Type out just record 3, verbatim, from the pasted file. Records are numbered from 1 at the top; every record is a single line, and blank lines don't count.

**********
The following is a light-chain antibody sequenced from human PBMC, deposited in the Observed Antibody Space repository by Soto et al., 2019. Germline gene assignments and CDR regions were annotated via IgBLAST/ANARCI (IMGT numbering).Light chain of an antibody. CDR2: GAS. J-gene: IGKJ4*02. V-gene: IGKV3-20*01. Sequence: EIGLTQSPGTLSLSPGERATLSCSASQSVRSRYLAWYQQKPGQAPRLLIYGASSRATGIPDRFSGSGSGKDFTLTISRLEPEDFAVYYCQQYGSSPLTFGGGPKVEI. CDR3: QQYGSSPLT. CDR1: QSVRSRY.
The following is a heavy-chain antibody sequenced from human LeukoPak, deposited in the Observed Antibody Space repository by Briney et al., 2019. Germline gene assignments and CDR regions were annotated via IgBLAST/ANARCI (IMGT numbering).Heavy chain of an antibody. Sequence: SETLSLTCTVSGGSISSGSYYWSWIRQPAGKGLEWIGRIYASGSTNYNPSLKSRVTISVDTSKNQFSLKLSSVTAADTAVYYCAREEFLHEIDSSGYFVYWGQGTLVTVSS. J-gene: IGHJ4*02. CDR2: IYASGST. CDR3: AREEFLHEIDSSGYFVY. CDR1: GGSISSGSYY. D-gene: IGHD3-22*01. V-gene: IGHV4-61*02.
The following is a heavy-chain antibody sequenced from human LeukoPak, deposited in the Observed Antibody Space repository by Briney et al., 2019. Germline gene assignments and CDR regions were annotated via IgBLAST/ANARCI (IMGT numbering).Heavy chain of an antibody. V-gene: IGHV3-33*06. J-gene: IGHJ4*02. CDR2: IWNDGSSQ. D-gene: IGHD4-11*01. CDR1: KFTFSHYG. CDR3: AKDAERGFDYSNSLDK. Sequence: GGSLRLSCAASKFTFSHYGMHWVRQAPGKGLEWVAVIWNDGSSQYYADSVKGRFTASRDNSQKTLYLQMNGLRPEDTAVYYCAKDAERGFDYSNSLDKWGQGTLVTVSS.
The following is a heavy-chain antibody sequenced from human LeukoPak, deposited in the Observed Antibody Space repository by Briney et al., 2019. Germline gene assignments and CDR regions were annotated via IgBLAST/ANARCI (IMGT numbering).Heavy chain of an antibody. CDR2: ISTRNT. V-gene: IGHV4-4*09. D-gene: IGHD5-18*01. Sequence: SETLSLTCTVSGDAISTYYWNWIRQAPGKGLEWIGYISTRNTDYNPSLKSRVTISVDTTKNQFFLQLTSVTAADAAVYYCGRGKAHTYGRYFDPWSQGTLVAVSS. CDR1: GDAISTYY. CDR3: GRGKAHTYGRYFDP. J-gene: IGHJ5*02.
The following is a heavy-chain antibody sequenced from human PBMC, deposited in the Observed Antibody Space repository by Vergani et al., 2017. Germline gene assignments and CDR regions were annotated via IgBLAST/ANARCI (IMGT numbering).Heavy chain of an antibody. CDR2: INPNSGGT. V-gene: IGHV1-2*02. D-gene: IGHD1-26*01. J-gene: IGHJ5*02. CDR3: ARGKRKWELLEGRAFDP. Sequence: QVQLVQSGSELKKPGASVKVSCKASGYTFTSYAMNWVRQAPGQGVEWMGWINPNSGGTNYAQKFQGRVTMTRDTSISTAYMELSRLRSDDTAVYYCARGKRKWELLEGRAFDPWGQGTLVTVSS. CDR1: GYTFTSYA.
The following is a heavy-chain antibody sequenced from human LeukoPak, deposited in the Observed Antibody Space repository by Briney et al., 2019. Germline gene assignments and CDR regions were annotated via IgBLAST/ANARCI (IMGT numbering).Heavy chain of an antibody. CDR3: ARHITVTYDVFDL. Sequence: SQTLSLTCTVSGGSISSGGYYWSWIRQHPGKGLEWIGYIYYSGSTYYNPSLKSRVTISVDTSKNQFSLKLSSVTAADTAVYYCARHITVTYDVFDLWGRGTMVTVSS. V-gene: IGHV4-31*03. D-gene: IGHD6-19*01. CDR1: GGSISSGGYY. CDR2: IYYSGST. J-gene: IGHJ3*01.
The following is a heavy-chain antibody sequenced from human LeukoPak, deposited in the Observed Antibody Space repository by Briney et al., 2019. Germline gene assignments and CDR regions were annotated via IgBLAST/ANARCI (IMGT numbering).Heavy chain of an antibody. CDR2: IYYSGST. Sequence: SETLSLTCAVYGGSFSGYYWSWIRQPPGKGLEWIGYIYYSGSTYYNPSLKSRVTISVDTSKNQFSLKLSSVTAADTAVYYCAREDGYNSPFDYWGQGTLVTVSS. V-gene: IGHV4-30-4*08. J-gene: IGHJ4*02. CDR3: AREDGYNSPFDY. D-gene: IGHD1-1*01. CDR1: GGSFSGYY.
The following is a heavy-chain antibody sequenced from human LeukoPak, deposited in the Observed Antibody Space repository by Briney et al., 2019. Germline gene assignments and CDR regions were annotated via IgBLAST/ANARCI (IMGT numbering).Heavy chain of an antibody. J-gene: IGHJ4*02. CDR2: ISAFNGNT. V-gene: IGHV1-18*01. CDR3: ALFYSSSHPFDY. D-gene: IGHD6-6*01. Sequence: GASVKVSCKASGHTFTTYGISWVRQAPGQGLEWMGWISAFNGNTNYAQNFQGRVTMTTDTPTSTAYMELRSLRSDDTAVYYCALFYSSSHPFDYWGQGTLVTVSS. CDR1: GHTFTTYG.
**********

The following is a heavy-chain antibody sequenced from human LeukoPak, deposited in the Observed Antibody Space repository by Briney et al., 2019. Germline gene assignments and CDR regions were annotated via IgBLAST/ANARCI (IMGT numbering).Heavy chain of an antibody. V-gene: IGHV3-33*06. J-gene: IGHJ4*02. CDR2: IWNDGSSQ. D-gene: IGHD4-11*01. CDR1: KFTFSHYG. CDR3: AKDAERGFDYSNSLDK. Sequence: GGSLRLSCAASKFTFSHYGMHWVRQAPGKGLEWVAVIWNDGSSQYYADSVKGRFTASRDNSQKTLYLQMNGLRPEDTAVYYCAKDAERGFDYSNSLDKWGQGTLVTVSS.